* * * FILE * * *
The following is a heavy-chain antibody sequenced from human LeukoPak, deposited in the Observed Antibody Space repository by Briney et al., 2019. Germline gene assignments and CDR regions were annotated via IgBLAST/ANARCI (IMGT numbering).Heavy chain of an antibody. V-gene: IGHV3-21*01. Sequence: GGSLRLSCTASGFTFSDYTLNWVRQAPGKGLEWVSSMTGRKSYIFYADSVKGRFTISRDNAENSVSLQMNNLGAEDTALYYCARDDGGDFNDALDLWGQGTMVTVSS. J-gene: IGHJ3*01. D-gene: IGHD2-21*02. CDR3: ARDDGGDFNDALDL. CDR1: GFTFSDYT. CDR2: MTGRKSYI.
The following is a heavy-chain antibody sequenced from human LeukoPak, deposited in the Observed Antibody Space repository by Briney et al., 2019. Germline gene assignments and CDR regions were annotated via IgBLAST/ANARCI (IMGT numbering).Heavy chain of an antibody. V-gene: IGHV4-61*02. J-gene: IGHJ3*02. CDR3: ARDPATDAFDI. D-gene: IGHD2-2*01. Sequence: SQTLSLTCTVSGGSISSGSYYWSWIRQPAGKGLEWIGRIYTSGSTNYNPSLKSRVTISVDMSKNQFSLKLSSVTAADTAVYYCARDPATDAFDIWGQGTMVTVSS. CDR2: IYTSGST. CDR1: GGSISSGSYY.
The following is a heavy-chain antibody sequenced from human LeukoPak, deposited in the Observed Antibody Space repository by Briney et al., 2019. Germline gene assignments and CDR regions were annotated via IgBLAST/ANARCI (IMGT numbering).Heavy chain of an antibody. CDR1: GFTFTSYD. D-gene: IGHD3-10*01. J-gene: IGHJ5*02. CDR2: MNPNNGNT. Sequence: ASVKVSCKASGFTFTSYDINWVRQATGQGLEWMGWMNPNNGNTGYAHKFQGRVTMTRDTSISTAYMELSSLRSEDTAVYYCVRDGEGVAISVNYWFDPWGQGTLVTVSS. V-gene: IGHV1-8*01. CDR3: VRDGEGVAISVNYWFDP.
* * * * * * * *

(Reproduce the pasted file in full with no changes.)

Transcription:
The following is a heavy-chain antibody sequenced from human LeukoPak, deposited in the Observed Antibody Space repository by Briney et al., 2019. Germline gene assignments and CDR regions were annotated via IgBLAST/ANARCI (IMGT numbering).Heavy chain of an antibody. V-gene: IGHV3-21*01. Sequence: GGSLRLSCTASGFTFSDYTLNWVRQAPGKGLEWVSSMTGRKSYIFYADSVKGRFTISRDNAENSVSLQMNNLGAEDTALYYCARDDGGDFNDALDLWGQGTMVTVSS. J-gene: IGHJ3*01. D-gene: IGHD2-21*02. CDR3: ARDDGGDFNDALDL. CDR1: GFTFSDYT. CDR2: MTGRKSYI.
The following is a heavy-chain antibody sequenced from human LeukoPak, deposited in the Observed Antibody Space repository by Briney et al., 2019. Germline gene assignments and CDR regions were annotated via IgBLAST/ANARCI (IMGT numbering).Heavy chain of an antibody. V-gene: IGHV4-61*02. J-gene: IGHJ3*02. CDR3: ARDPATDAFDI. D-gene: IGHD2-2*01. Sequence: SQTLSLTCTVSGGSISSGSYYWSWIRQPAGKGLEWIGRIYTSGSTNYNPSLKSRVTISVDMSKNQFSLKLSSVTAADTAVYYCARDPATDAFDIWGQGTMVTVSS. CDR2: IYTSGST. CDR1: GGSISSGSYY.
The following is a heavy-chain antibody sequenced from human LeukoPak, deposited in the Observed Antibody Space repository by Briney et al., 2019. Germline gene assignments and CDR regions were annotated via IgBLAST/ANARCI (IMGT numbering).Heavy chain of an antibody. CDR1: GFTFTSYD. D-gene: IGHD3-10*01. J-gene: IGHJ5*02. CDR2: MNPNNGNT. Sequence: ASVKVSCKASGFTFTSYDINWVRQATGQGLEWMGWMNPNNGNTGYAHKFQGRVTMTRDTSISTAYMELSSLRSEDTAVYYCVRDGEGVAISVNYWFDPWGQGTLVTVSS. V-gene: IGHV1-8*01. CDR3: VRDGEGVAISVNYWFDP.